By KIT GILLET
Published: June 18, 2013
The New York Time
PHNOM PENH — Soeurng Sambath grew up as the youngest of seven siblings in an impoverished farming village at a time when Cambodia was emerging from decades of civil war, genocide and bloodshed.
During Khmer Rouge rule from 1975 to 1979, an estimated 1.7 million people were killed or died from starvation, disease or hard labor, including many among the educated classes. Years of conflict followed, even after the Khmer Rouge was removed from power.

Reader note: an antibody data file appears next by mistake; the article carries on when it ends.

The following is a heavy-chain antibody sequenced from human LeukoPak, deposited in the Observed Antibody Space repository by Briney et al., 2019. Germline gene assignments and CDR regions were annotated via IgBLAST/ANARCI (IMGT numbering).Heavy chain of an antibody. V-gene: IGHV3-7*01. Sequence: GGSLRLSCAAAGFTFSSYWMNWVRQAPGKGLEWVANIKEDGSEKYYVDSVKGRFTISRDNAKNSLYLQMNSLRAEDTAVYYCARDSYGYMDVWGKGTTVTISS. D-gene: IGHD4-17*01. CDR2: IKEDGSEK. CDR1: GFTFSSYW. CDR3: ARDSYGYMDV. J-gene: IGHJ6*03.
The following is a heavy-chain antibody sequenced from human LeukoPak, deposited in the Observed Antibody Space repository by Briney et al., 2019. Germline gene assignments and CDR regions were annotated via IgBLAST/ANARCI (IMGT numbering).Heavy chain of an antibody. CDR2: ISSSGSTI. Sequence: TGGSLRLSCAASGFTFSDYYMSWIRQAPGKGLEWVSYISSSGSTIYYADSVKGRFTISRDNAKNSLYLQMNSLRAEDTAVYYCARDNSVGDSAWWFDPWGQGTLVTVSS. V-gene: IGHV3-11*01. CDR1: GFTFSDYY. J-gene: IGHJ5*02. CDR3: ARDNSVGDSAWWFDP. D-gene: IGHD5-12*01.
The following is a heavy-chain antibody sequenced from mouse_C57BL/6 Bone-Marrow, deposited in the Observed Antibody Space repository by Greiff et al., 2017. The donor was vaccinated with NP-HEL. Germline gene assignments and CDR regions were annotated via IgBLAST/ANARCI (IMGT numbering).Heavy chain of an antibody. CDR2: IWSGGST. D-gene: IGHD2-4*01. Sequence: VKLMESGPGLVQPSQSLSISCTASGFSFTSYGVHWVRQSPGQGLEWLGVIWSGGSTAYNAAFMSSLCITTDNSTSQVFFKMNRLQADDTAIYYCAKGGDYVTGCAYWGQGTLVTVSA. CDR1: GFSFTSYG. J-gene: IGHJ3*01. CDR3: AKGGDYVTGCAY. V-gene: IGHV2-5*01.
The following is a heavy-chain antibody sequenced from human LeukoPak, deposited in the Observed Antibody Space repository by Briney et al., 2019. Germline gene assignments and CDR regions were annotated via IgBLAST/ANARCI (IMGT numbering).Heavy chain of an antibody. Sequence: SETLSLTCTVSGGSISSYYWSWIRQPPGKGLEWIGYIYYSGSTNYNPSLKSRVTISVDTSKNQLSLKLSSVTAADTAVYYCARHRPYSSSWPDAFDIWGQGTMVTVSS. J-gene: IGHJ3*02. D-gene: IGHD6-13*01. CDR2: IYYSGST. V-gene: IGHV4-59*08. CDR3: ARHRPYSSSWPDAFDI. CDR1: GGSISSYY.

“People in Cambodia in the 1970s and ’80s lived in darkness,” said Mr. Soeurng, 22. “For my generation, we have a chance to push our country forward.”
Mr. Soeurng, who expects to graduate this summer from a pioneering social work program, hopes to be a part of that change.